I am so intensely affected by the exercise high that I have to avoid talking to people afterwards until my unleashed animal side returns to napping in its cage–usually about an hour. What happens to you? I’d love to see your comments below.

Energy. (Life) “Ok, it’s time to take off my sweatshirt.”

Endurance. (Action) “Focus! If I can make it up Kilimanjaro, I can get through this 4-minute spin class hill.”

Escape. (Distraction) “The Zanzibar beach hotel, now that was a romantic spot!”

Existence. (Survival) “All I have to do is get through the next 20 minutes and I’m home free!” (pant, pant)

Emergence. (Solutions) “Wow! I have the answer! I am dying to tackle this right now!”

Excitement. (Plans) “I must order a Carl Sandburg book the moment I get out of this spin class!!

Enthusiasm. (I love everybody! I can’t wait to get to work today!)

 

A hilarious post from Stephanie White, another spinner here.

Story of a Self-Published Author

Sunday, September 23rd, 2012

It’s been awhile since I produced the third edition of Get Rolling, the Beginner’s Guide to Inline Skating, but I have checked the links below and they are still good guides for anybody who is interested in writing and  publishing their own book.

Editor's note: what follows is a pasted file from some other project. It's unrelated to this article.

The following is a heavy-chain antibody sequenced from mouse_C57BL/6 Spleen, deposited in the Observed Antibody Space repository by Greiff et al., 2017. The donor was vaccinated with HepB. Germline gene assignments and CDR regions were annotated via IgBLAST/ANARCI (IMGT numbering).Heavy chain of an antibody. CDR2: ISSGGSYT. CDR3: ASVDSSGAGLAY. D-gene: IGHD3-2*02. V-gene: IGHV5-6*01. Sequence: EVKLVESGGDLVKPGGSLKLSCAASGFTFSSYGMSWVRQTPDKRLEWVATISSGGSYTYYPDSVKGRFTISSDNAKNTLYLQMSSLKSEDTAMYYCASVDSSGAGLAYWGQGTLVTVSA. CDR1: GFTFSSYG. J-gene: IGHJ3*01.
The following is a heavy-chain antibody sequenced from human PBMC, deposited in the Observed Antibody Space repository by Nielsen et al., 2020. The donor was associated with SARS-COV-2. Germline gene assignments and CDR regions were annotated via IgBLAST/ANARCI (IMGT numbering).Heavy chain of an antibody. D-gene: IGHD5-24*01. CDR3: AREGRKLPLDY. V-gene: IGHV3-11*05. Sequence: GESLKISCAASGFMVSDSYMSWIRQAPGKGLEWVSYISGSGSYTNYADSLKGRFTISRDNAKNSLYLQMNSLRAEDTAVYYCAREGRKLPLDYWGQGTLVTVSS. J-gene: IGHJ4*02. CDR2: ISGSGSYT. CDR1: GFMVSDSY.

I am not the best person to ask about finding a publisher because, except for one case, my publishers found me or I self-published. The one time I got a publisher to take over my book was when I approached a travel company with my first edition of Get Rolling, and they signed me up to put together a skate trails tour book and I inserted my how-to section into the front pages. Out of print now, my work has since been transformed to an online database of skate tours, www.CASkating.com.

Self publishing